Straight talk sought on Windermere water

A letter to the editor in response to the last "Windermere water" story.

Re: “Misinformation about Windermere water,” June 22

Just how much communication has there been about the water “situation”?

Last fall RDEK told the people of Windermere that a series of meetings would settle the water treatment situation in the spring. A Windermere Utility Advisory Commission assigned to study the issue could not agree to purchase treated water from Parr, but they did agree to settle the issue with a referendum.

A petition called for public treatment of Windermere water and not the purchase of privately treated water from Parr. This petition was presented at the February 10 meeting. At the May 17 meeting, RDEK presented their water treatment proposal to approximately 120 citizens. They told the citizenry that there was only one choice and that was to purchase treated water from the private provider, Parr. There was not an acknowledgement of the community sentiment other than to say that there would not be a grant for a public treatment facility that the MMM Group Ltd. study estimated would cost $12 million. The officials at the meeting told us that with the Parr option we would be guaranteed the grant to upgrade our system. Who is “corrupting the voting”?

This prompted people to question the $12 million MMM estimated cost to upgrade the Windermere Water utility when a Focus study estimated the  cost at $4.6 million using 2001 dollars. There were questions left unanswered regarding the settling of water rates by the Comptroller of British Columbia Water Rights. There were questions about the economic viability of private water treatment providers in British Columbia. This meeting resulted in more questions being raised than being answered.

The citizenry was very agitated with the top down communication. Consequently, this led to the creation of the self-appointed committee — that is, volunteers who wanted to examine more thoroughly the options available. One member of the committee was Steve Lackey, a retired water engineer with 32 years of water treatment experience in Canada and the U.S. Talk about the story gaining legs. As citizen Steve phrased it, “I have no vested interest in the water issue, only that the right thing be done.”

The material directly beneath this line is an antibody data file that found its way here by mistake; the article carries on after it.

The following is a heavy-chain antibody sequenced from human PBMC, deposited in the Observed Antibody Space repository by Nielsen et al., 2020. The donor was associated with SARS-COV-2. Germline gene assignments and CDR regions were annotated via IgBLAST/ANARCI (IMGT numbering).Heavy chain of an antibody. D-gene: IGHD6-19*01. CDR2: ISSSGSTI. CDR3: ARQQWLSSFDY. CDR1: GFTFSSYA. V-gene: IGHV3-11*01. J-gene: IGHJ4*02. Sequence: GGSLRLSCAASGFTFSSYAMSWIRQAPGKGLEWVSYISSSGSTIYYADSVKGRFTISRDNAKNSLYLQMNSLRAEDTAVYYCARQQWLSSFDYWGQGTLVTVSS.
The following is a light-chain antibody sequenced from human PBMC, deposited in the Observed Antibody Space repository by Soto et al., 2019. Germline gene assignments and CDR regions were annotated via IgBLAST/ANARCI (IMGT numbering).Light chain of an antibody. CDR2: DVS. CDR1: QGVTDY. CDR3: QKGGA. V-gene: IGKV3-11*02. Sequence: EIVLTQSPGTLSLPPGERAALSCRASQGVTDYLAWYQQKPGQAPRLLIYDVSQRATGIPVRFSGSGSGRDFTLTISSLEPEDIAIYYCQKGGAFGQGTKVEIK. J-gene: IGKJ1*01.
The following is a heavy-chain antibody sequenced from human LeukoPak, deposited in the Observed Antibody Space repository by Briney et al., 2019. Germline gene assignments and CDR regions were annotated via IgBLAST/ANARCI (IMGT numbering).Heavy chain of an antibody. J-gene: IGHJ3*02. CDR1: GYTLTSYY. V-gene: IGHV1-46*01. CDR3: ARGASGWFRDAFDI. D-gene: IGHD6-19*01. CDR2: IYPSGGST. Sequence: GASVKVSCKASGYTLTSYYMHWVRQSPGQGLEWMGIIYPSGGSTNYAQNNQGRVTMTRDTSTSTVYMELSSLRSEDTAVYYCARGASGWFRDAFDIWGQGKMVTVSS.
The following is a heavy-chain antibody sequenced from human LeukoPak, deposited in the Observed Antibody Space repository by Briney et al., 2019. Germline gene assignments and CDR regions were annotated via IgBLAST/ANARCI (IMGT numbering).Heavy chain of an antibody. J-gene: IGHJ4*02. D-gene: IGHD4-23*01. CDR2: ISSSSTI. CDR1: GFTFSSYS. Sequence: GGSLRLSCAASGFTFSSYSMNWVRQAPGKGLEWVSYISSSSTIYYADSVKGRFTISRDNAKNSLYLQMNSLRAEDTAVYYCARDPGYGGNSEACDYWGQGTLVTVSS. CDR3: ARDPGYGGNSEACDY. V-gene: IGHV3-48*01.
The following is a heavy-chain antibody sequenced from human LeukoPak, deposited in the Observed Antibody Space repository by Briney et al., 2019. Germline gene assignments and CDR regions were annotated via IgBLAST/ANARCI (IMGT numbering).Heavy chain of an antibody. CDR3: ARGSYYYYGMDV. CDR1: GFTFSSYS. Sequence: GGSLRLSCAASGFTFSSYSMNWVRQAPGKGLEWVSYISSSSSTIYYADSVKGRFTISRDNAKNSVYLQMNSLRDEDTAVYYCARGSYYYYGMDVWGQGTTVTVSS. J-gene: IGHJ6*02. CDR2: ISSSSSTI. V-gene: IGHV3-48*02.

Unbeknownst to us, Steve has already done a cost-benefit analysis of joining with Parr versus a stand-alone public water system. This stand-alone public system serving 787 lots would cost $6.4 million, whereas the Parr system serving 623 lots would cost $5 million. While the stand-alone system is initially more costly, it could have its debts retired after 16 years. Over this same period of time with Parr, there would still be a $1 million debt remaining. Under Steve’s plan, revenue from the sale of new lots would go to retiring debt. Steve’s plan includes the use of the old fire hall for the stand-alone treatment facility that can be expanded to accommodate 1,800 lots. Furthermore, Steve’s plan comes at half the cost of the MMM estimated cost for a stand-alone facility for Windermere. Steve’s plan also looks at alternatives for the backwash and chlorination of water in order to meet Interior Health requirements.

On June 10, Steve presented his stand-alone water treatment proposal to about 70 citizens at the Windermere Community Hall. The meeting was open to everyone. Steve took one hour to make a very detailed and enlightening presentation that had the undivided attention of the audience. During the course of his presentation he responded to all questions asked. Some people remained in the hall another hour to ask Steve about his proposal. Steve is open to having his stand-alone option scrutinized by those versed in technical details. A considered exchange of ideas about the various options is the process that is most likely to result in the best solution to the Windermere Water issue.

Why is this “an interruption to an important political process”? Out of chaos comes resolution when reason is allowed to prevail.

Mike Hamilton,